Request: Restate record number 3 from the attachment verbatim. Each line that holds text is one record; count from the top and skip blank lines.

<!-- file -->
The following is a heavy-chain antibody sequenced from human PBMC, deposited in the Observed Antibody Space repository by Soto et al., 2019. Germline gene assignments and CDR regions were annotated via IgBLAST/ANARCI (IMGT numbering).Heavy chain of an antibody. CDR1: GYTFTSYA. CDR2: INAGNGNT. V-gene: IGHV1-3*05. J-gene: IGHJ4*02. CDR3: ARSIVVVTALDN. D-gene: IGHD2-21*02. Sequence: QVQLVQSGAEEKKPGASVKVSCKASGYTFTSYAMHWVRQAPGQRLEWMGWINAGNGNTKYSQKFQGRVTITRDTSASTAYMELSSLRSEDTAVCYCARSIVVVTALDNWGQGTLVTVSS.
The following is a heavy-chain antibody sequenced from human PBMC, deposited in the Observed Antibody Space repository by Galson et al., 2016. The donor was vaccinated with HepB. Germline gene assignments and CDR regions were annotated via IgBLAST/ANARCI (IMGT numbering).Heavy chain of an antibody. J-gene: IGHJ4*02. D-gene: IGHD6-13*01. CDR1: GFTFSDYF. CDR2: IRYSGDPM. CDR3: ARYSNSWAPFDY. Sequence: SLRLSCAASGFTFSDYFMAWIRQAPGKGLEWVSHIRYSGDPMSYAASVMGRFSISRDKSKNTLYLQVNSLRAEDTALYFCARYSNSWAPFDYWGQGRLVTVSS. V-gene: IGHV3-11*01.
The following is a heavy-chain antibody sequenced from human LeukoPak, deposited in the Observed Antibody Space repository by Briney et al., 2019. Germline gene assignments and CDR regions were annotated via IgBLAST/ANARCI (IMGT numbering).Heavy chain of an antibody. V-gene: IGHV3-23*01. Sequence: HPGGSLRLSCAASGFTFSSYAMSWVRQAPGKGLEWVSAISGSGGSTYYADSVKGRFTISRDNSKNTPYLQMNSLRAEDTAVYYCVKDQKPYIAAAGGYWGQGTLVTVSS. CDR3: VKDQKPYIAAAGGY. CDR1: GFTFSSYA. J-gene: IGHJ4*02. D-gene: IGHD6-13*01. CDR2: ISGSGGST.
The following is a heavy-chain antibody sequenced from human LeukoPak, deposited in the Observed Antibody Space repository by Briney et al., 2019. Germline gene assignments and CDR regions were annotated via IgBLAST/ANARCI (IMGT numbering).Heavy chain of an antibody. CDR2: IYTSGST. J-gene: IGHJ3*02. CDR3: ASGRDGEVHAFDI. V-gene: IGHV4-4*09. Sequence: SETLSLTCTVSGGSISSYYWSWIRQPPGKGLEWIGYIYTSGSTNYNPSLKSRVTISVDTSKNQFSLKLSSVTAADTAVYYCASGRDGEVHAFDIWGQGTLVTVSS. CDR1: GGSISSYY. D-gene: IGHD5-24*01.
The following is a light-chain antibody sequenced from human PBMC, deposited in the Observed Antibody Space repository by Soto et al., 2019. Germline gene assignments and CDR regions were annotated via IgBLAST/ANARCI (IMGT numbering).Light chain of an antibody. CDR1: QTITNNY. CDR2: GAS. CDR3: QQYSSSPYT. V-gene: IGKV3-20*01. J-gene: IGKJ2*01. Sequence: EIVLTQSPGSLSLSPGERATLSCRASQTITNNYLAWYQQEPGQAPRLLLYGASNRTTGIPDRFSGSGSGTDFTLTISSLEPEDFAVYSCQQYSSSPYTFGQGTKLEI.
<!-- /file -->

The following is a heavy-chain antibody sequenced from human LeukoPak, deposited in the Observed Antibody Space repository by Briney et al., 2019. Germline gene assignments and CDR regions were annotated via IgBLAST/ANARCI (IMGT numbering).Heavy chain of an antibody. V-gene: IGHV3-23*01. Sequence: HPGGSLRLSCAASGFTFSSYAMSWVRQAPGKGLEWVSAISGSGGSTYYADSVKGRFTISRDNSKNTPYLQMNSLRAEDTAVYYCVKDQKPYIAAAGGYWGQGTLVTVSS. CDR3: VKDQKPYIAAAGGY. CDR1: GFTFSSYA. J-gene: IGHJ4*02. D-gene: IGHD6-13*01. CDR2: ISGSGGST.